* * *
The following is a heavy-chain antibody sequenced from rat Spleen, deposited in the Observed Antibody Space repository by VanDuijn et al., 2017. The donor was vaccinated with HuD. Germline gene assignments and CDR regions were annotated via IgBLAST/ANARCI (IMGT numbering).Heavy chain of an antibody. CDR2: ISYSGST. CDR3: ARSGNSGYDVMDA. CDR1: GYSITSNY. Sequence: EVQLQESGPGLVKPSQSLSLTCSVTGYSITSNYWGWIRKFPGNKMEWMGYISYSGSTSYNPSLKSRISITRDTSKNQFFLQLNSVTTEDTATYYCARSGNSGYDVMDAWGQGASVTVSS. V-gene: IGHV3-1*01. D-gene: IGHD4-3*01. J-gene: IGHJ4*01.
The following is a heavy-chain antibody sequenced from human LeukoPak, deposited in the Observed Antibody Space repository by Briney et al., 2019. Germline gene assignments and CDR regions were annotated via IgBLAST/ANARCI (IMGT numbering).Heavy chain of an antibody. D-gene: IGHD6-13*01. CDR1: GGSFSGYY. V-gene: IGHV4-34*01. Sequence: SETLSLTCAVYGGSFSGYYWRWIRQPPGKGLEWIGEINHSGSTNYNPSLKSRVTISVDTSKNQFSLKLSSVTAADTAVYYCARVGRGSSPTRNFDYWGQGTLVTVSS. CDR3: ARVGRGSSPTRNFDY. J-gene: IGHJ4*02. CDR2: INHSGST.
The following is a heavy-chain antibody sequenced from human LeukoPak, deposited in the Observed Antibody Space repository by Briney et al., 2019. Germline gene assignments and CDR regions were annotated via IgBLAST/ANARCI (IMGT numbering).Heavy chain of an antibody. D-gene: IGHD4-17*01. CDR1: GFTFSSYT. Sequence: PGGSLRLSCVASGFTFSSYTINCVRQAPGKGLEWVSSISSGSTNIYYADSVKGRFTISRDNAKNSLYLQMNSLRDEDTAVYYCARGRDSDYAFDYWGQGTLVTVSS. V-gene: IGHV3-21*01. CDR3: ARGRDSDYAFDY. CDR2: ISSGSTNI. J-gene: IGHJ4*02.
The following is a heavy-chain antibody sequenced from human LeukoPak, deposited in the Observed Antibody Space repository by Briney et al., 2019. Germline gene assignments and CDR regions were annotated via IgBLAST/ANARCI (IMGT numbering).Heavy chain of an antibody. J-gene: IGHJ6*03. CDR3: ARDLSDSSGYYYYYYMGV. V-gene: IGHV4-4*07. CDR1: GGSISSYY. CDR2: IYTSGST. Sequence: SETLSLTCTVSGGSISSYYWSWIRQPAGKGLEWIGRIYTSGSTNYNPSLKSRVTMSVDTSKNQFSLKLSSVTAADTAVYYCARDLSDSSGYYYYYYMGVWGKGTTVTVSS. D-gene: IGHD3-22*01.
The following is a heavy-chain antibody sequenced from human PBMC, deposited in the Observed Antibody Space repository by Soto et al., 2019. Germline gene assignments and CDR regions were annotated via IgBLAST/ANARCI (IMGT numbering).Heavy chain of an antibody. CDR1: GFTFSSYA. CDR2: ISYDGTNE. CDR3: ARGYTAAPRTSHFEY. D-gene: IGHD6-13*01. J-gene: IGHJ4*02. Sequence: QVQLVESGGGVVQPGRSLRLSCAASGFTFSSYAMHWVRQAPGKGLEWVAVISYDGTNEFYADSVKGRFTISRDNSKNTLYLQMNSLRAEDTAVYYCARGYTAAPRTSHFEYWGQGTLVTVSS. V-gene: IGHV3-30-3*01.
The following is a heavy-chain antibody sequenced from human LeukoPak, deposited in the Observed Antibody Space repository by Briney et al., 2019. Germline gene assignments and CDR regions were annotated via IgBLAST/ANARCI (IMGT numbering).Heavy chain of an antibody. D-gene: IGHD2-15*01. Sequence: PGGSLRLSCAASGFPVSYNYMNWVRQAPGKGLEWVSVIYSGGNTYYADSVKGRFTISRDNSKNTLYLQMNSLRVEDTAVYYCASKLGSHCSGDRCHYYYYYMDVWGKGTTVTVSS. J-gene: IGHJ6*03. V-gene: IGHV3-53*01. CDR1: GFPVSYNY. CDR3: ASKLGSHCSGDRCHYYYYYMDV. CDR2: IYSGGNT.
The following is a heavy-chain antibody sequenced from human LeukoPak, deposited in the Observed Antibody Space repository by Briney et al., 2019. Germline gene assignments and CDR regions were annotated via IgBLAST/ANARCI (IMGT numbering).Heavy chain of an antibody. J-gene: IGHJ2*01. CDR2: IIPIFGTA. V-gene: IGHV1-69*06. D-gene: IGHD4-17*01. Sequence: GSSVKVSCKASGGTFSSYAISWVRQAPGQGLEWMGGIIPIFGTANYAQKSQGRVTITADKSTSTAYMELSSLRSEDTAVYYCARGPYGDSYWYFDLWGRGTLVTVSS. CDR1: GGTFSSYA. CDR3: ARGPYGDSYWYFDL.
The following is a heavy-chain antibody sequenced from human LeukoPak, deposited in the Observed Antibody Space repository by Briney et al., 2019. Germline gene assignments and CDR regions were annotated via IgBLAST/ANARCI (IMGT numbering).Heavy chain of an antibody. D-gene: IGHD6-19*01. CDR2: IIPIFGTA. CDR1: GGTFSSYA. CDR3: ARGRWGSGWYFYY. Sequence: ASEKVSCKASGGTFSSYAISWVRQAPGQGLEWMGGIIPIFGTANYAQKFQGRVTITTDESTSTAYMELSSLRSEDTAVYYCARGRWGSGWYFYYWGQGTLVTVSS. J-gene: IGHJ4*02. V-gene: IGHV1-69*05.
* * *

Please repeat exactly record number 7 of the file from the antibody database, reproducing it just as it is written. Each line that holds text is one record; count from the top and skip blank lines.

The following is a heavy-chain antibody sequenced from human LeukoPak, deposited in the Observed Antibody Space repository by Briney et al., 2019. Germline gene assignments and CDR regions were annotated via IgBLAST/ANARCI (IMGT numbering).Heavy chain of an antibody. J-gene: IGHJ2*01. CDR2: IIPIFGTA. V-gene: IGHV1-69*06. D-gene: IGHD4-17*01. Sequence: GSSVKVSCKASGGTFSSYAISWVRQAPGQGLEWMGGIIPIFGTANYAQKSQGRVTITADKSTSTAYMELSSLRSEDTAVYYCARGPYGDSYWYFDLWGRGTLVTVSS. CDR1: GGTFSSYA. CDR3: ARGPYGDSYWYFDL.